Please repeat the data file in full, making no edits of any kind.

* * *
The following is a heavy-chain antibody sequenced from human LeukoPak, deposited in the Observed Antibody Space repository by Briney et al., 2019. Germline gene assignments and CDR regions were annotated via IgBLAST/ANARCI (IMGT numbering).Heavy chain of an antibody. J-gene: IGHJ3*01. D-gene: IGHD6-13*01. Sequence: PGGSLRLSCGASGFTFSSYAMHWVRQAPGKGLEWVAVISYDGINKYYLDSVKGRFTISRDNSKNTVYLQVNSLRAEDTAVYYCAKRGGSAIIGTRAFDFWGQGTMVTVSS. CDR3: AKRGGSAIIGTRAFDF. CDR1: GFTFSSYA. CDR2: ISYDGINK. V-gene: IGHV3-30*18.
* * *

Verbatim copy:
The following is a heavy-chain antibody sequenced from human LeukoPak, deposited in the Observed Antibody Space repository by Briney et al., 2019. Germline gene assignments and CDR regions were annotated via IgBLAST/ANARCI (IMGT numbering).Heavy chain of an antibody. J-gene: IGHJ3*01. D-gene: IGHD6-13*01. Sequence: PGGSLRLSCGASGFTFSSYAMHWVRQAPGKGLEWVAVISYDGINKYYLDSVKGRFTISRDNSKNTVYLQVNSLRAEDTAVYYCAKRGGSAIIGTRAFDFWGQGTMVTVSS. CDR3: AKRGGSAIIGTRAFDF. CDR1: GFTFSSYA. CDR2: ISYDGINK. V-gene: IGHV3-30*18.